Miklos Rozsa conducts a scoring session at Universal Studios Soundstage 10 in the 1940s.
Getting up and running is a lot easier than you think
THE CRAFT of film scoring might seem arcane or esoteric to the beginner, but truth be told, it isn’t. While there is a quite a bit of engineering involved in the creation of a score, there is a process that can be followed easily and swiftly, that is very adaptable for the composer at home; and I’m going to break it all down for you in a three-part series of articles. Don’t expect this series to make you into a Jerry Goldsmith or Danny Elfman; but after reading this, you can expect a working understanding of the composer’s role in a film and the basics you need to get started from your home.
You will obviously need a workstation and audio interface to create your project. Your system does not have to be the most modern revision, or even HD; it basically has to service your needs by allowing you to work at home. So don’t let gear freak you out! You will also need either a keyboard and or guitar controller with a sound library at your disposal. For discussion purposes, I will be using Pro Tools as my starting point; I will assume that you already understand a basic audio/MIDI signal chain.
You will need to configure your “video” chain, as well. Here are two simple options: The first is a two-computer monitor setup; the first monitor displays all of your audio data (plug-ins, editing window) and the second displays your video data. The second method (my preference) is a two-computer monitor set-up plus a video monitor. This configuration gives me all of the screen real estate I need for editing audio and working with plug-ins, as well as a nice, large picture to play off of. It is i mportant that you reference as large a video picture as possible. When I was first starting out, having a larger screen imparted a much more “cinematic” feel to my work in the studio, which gave me a huge psychological boost in my efforts. Having a bigger picture also allows you to see more of the subtle visual nuances in the film; you can use these visual cues for audio cues in the score. I use a Canopus ADV 110 as my video converter. This is connected to my workstation via FireWire, and to my video monitor using either RCA or S-video connections. I have both 21-inch and 32-inch flat-screens for video playback.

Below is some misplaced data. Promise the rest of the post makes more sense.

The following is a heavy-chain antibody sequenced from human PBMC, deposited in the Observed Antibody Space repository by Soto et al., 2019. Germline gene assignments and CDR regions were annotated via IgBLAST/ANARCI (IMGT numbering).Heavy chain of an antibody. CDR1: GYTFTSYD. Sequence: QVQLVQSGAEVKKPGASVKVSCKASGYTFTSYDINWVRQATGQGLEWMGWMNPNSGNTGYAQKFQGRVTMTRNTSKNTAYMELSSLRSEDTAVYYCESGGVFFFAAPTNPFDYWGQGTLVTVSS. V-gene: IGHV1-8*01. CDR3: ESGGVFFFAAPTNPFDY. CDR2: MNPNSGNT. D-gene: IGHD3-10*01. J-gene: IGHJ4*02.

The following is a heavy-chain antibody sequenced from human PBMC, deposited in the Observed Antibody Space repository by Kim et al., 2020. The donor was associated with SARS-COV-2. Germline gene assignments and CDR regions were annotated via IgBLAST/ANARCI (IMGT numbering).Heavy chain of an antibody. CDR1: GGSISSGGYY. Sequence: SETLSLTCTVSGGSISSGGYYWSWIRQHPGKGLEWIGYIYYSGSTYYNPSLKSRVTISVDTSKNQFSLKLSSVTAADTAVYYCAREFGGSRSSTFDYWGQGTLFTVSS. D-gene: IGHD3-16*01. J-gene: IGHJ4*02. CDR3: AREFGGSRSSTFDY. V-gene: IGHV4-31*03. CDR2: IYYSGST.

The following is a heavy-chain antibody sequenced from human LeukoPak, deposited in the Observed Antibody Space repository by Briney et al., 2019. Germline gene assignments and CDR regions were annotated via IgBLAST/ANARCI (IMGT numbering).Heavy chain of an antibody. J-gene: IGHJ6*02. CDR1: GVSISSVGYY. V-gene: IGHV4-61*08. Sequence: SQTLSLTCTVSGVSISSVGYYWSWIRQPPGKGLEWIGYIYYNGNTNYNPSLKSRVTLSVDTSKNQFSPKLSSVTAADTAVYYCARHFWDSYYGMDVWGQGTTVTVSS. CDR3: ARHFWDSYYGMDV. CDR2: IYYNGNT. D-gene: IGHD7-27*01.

Your home scoring session today!
Remember to set up your session for video. This means that all frame rates and sampling rates should match; a mismatched frame rate could unlock your video from your audio and wreak havoc with the process. I ensure frame rate consistency by importing the film first, before I do anything else. In my case, Pro Tools automatically sets up the session to follow the film’s frame rate settings. I also ask the director for all of the vital technical audio info (sampling rate, bit depth—the most common being 16-bit at 48k) so I can then create a session using these settings. Make sure that when you get your video assets, the video comes as a Quicktime DV. This will play over the Firewire connection and not just your computer monitors.
To make sure that your video will play in Pro Tools, you then need to go to the Options pull-down menu and select the Video Track Online option; in the same menu, click the Video Out FireWire choice to play it on the external monitor.
The last task on our setup list is to deal with Video Sync Off set. This is a delay in playback of video in Pro Tools caused by sending it out over the FireWire connection.
Go to the Setup pull down menu and click on the Video Sync Off set Option. This will bring up a small window that will give you two choices for off set, Quicktime or Avid. At my studio, most of the films we work on come in the form of a Quicktime movie so that is our choice. Make sure that everything is happily locked up as well as can be; we have also found out that for our system, 25 quarter-frames of off set works well.
Okay, we are now set up and ready to go!. Next month, in Part 2, I’ll discuss the elements of the score.